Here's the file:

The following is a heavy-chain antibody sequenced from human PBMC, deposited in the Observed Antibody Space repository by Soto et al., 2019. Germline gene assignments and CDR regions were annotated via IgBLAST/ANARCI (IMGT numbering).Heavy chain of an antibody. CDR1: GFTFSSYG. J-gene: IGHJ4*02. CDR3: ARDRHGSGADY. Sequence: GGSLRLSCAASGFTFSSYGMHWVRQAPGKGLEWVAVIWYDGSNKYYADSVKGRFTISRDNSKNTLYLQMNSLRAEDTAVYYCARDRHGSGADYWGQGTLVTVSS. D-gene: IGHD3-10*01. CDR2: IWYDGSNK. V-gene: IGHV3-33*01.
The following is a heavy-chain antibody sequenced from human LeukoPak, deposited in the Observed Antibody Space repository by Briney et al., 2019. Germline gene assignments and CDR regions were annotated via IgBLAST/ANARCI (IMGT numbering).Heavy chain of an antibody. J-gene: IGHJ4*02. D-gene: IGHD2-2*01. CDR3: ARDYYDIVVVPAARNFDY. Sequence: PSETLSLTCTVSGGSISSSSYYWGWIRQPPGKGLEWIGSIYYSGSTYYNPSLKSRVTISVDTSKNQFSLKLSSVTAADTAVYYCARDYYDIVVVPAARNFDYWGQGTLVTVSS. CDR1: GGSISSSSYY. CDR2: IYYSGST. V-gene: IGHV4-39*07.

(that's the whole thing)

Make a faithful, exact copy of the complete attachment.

The following is a heavy-chain antibody sequenced from human PBMC, deposited in the Observed Antibody Space repository by Soto et al., 2019. Germline gene assignments and CDR regions were annotated via IgBLAST/ANARCI (IMGT numbering).Heavy chain of an antibody. CDR1: GFTFSSYG. J-gene: IGHJ4*02. CDR3: ARDRHGSGADY. Sequence: GGSLRLSCAASGFTFSSYGMHWVRQAPGKGLEWVAVIWYDGSNKYYADSVKGRFTISRDNSKNTLYLQMNSLRAEDTAVYYCARDRHGSGADYWGQGTLVTVSS. D-gene: IGHD3-10*01. CDR2: IWYDGSNK. V-gene: IGHV3-33*01.
The following is a heavy-chain antibody sequenced from human LeukoPak, deposited in the Observed Antibody Space repository by Briney et al., 2019. Germline gene assignments and CDR regions were annotated via IgBLAST/ANARCI (IMGT numbering).Heavy chain of an antibody. J-gene: IGHJ4*02. D-gene: IGHD2-2*01. CDR3: ARDYYDIVVVPAARNFDY. Sequence: PSETLSLTCTVSGGSISSSSYYWGWIRQPPGKGLEWIGSIYYSGSTYYNPSLKSRVTISVDTSKNQFSLKLSSVTAADTAVYYCARDYYDIVVVPAARNFDYWGQGTLVTVSS. CDR1: GGSISSSSYY. CDR2: IYYSGST. V-gene: IGHV4-39*07.